“Terror Suspect” Released
News Brief – July 13, 2007
The case against some of those held for questioning in relation to the attempted terror attacks in London and Glasgow begins to look increasingly shaky.
The woman detained by British police along with her husband on suspicion of involvement in failed “terror attacks” has been released without charge. While in Australia, police have finally got round to charging the Indian doctor who was held in connection with the failed attacks.
His crime? Muhammad Haneef, 27, was charged with providing "reckless support" to a terror group. And how did he do that? According to Australian police he gave his mobile phone SIM card to suspects in the failed British bomb plots.
Of course this doesn't prove that Haneef was knowingly involved in aiding "terror". By the same token police might just as easily charged shopkeepers who sold groceries to the terror suspects with aiding “terror”.
It does however mean that Australian police can detain Haneef a little longer without being accused of needlessly detaining a suspect without charge.
Now they have a charge, even if it is totally baseless.
Meanwhile in the UK, Marwa Asha, 27, who was detained with her husband, Dr Mohammed Asha, 26, for questioning regarding the failed Glasgow airport terror attack has been released without charge.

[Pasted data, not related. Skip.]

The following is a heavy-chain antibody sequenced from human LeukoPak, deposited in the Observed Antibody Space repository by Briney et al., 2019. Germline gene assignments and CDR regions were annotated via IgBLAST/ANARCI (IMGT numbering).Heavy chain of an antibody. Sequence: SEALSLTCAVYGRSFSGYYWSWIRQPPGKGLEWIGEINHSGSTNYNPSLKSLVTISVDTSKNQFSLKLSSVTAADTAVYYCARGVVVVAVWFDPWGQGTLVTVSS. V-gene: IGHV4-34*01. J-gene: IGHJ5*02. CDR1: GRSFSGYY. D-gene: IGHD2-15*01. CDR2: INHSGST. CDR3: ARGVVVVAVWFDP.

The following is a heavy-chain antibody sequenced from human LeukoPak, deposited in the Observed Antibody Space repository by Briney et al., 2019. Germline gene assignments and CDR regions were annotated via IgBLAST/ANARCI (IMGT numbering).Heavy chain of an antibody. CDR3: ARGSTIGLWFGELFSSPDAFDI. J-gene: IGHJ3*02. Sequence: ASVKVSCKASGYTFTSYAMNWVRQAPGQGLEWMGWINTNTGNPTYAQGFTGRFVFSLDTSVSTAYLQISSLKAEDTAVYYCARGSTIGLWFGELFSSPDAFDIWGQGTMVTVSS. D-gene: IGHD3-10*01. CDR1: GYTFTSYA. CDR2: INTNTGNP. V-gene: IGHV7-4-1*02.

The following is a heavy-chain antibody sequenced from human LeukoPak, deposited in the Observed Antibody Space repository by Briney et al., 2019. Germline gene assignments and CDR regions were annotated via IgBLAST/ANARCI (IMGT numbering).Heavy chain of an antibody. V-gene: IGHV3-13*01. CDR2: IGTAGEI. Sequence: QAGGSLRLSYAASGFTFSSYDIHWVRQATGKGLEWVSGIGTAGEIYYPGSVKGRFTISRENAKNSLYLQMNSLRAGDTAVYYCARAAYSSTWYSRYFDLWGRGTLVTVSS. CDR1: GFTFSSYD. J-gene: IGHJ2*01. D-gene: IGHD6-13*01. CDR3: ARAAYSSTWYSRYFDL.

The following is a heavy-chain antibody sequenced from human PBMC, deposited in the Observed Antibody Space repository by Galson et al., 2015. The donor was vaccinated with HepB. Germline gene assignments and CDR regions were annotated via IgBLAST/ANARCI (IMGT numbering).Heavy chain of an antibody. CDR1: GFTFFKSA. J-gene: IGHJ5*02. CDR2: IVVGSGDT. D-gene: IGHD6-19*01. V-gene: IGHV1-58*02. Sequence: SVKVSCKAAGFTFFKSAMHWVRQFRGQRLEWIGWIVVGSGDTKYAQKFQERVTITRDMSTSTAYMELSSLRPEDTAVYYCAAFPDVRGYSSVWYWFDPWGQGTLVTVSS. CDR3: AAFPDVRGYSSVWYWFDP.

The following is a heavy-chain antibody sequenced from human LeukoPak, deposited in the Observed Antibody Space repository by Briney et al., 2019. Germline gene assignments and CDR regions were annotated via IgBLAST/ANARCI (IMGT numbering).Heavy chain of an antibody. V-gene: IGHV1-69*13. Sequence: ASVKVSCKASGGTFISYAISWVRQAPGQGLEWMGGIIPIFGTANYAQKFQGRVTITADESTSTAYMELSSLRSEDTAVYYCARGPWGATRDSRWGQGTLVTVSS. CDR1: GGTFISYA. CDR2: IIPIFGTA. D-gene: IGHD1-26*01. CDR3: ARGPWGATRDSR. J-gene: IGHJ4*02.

The couple were arrested after a dramatic motorway swoop in the wake of the latest UK “terror” scare. Thereafter, Marwa was held for 12 days of questioning at maximum security Paddington Green Police Station.
Police are still questioning Dr Mohammed Asha.
However, as an englishwoman who taught both Mohammed Asha and his wife at a school for gifted children has pointed out, both were model pupils and now after becoming a qualified nuerosurgeon, Dr Asha would be even more unlikely to be a terrorist.
The key suspect at the center of the inquiry into the attempted attacks has yet to be questioned by British police. He was so badly burned during the failed attack on Glasgow airport that police have as yet been unable to question him.
Kafeel Ahmed, 27, suffered third degree burns over 90 percent of his body when he set himself on fire following an attempt to ram a Jeep into airport’s main entrance hall.
It was his connections with the other Indian doctors that triggered the arrests in Britain and Australia.
Kaleef Ahmed is not expected to live. And if he dies the evidence to confirm the involvement in terror of the others may go with him.
His accomplice in the attempted attack on Glasgow airport, Bilal Abdullah, an Indian doctor from Bangalore, has been charged with conspiracy to cause explosions.
Last updated 15/07/2007